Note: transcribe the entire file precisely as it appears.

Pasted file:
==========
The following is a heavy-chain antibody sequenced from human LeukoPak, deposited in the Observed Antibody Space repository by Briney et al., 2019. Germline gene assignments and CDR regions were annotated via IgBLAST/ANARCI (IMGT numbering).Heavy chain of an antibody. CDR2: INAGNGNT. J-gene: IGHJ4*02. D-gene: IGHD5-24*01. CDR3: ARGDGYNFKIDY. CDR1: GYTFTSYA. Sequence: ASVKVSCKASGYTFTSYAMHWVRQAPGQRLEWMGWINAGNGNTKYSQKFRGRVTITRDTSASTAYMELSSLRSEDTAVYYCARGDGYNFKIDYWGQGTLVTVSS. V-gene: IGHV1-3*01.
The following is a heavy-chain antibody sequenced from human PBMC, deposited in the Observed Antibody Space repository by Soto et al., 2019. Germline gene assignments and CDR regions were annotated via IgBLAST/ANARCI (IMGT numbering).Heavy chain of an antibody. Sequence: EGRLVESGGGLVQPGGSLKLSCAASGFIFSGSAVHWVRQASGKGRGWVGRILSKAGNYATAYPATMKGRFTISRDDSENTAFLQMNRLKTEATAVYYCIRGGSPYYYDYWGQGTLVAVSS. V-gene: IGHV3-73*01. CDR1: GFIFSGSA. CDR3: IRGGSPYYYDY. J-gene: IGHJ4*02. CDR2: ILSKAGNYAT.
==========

The following is a heavy-chain antibody sequenced from human LeukoPak, deposited in the Observed Antibody Space repository by Briney et al., 2019. Germline gene assignments and CDR regions were annotated via IgBLAST/ANARCI (IMGT numbering).Heavy chain of an antibody. CDR2: INAGNGNT. J-gene: IGHJ4*02. D-gene: IGHD5-24*01. CDR3: ARGDGYNFKIDY. CDR1: GYTFTSYA. Sequence: ASVKVSCKASGYTFTSYAMHWVRQAPGQRLEWMGWINAGNGNTKYSQKFRGRVTITRDTSASTAYMELSSLRSEDTAVYYCARGDGYNFKIDYWGQGTLVTVSS. V-gene: IGHV1-3*01.
The following is a heavy-chain antibody sequenced from human PBMC, deposited in the Observed Antibody Space repository by Soto et al., 2019. Germline gene assignments and CDR regions were annotated via IgBLAST/ANARCI (IMGT numbering).Heavy chain of an antibody. Sequence: EGRLVESGGGLVQPGGSLKLSCAASGFIFSGSAVHWVRQASGKGRGWVGRILSKAGNYATAYPATMKGRFTISRDDSENTAFLQMNRLKTEATAVYYCIRGGSPYYYDYWGQGTLVAVSS. V-gene: IGHV3-73*01. CDR1: GFIFSGSA. CDR3: IRGGSPYYYDY. J-gene: IGHJ4*02. CDR2: ILSKAGNYAT.